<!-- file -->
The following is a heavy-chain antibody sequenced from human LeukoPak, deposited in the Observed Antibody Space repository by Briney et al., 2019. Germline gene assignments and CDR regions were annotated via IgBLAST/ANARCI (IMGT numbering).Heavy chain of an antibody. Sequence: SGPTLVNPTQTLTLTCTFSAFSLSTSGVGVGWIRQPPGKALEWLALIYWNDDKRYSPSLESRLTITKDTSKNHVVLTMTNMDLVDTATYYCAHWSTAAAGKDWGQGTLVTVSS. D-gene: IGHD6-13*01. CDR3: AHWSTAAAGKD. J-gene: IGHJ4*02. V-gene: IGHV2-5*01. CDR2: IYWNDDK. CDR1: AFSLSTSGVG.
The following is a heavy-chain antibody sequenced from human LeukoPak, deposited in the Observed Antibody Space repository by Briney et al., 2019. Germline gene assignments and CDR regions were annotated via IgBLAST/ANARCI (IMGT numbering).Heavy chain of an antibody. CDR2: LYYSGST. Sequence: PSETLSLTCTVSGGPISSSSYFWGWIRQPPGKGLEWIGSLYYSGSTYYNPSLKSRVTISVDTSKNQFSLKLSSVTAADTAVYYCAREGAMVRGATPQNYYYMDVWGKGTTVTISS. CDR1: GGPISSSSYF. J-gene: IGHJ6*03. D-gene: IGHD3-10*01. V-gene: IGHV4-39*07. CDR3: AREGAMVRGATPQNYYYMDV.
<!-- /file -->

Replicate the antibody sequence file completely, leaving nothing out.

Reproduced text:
The following is a heavy-chain antibody sequenced from human LeukoPak, deposited in the Observed Antibody Space repository by Briney et al., 2019. Germline gene assignments and CDR regions were annotated via IgBLAST/ANARCI (IMGT numbering).Heavy chain of an antibody. Sequence: SGPTLVNPTQTLTLTCTFSAFSLSTSGVGVGWIRQPPGKALEWLALIYWNDDKRYSPSLESRLTITKDTSKNHVVLTMTNMDLVDTATYYCAHWSTAAAGKDWGQGTLVTVSS. D-gene: IGHD6-13*01. CDR3: AHWSTAAAGKD. J-gene: IGHJ4*02. V-gene: IGHV2-5*01. CDR2: IYWNDDK. CDR1: AFSLSTSGVG.
The following is a heavy-chain antibody sequenced from human LeukoPak, deposited in the Observed Antibody Space repository by Briney et al., 2019. Germline gene assignments and CDR regions were annotated via IgBLAST/ANARCI (IMGT numbering).Heavy chain of an antibody. CDR2: LYYSGST. Sequence: PSETLSLTCTVSGGPISSSSYFWGWIRQPPGKGLEWIGSLYYSGSTYYNPSLKSRVTISVDTSKNQFSLKLSSVTAADTAVYYCAREGAMVRGATPQNYYYMDVWGKGTTVTISS. CDR1: GGPISSSSYF. J-gene: IGHJ6*03. D-gene: IGHD3-10*01. V-gene: IGHV4-39*07. CDR3: AREGAMVRGATPQNYYYMDV.